I'm a Nikonian trying to do a favor for a friend at work. He is involved in a large field effort on a lake and using his own D60 to document the work. I know some DSLRs have GPS capability to record the GPS coordinates whenever a picture is taken. Could this be added to the D60? If so what gadget do you need and approximately how much does it cost?
#1. "RE: GPS Capability with D60" In response to Reply # 0 Wed 03-Nov-10 08:37 PM by Bob Chadwick
I don't think the D60 has this capability. Another option is to create a tracklog using a capable GPS, import it into the PC and then merge the two. I use a Garmin eTrek Venture HC, EasyGPS, Lightroom and Jeffrey Friedl's GPS plugin.
#3. "RE: GPS Capability with D60" In response to Reply # 0
As noted, the D60 does not support direct geotagging as other more advanced models do. Even if you geotag directly, one should also record the track as the track contains additional information that the camera does not directly encode but one may want to encode into the image. Newer camera models have added GPS data not recored ed by some of the older models. Also some mapping programs will also show the track along with the image points.
#4. "RE: GPS Capability with D60" In response to Reply # 0
>Could this be added to the D60? If so what gadget do >you need and approximately how much does it cost?
D60 has no GPS function, the GPS information can not be added to photos directly when shooting. This problem can be solved by third-part software like Locr, geosetter etc, they can match photos with GPS. What you need is a GPS unit that records GPS datas.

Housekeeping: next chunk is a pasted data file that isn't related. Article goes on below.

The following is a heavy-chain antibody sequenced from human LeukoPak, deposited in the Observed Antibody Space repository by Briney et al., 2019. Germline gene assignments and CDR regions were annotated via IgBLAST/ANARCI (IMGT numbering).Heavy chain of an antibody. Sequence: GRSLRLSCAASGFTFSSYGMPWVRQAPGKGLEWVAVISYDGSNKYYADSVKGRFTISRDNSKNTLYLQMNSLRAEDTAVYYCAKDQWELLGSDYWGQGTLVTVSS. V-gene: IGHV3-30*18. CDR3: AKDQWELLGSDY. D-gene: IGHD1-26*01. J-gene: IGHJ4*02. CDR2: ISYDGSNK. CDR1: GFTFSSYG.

Nikon has GP-1, but I would not recommend here. It can not store GPS datas. Solmeta geotagger is a good choice, as it equipped with 8M memory card, the price is about $250.00. If your friend upgrade his cameras like D90, the geotagger Pro will write GPS info to pictures directly.
#5. "RE: GPS Capability with D60" In response to Reply # 0
Another, much less expensive, option is an Eye-Fi card. This is a SD card with geotagging built into it. It works, but there are two problems with it. 1) It's slower than the newer SD cards. You will have to wait for pictures to save. 2) It doesn't work off of GPS, but off of an extensive data base of wi-fi connections. So if this lake is not near existing wi-fi connections, eye-fi won't help. In an urban area, it's fine.
The card has other benefits, if you want to take advantage of them, like automatically transfering the pictures to a laptop via wi-fi.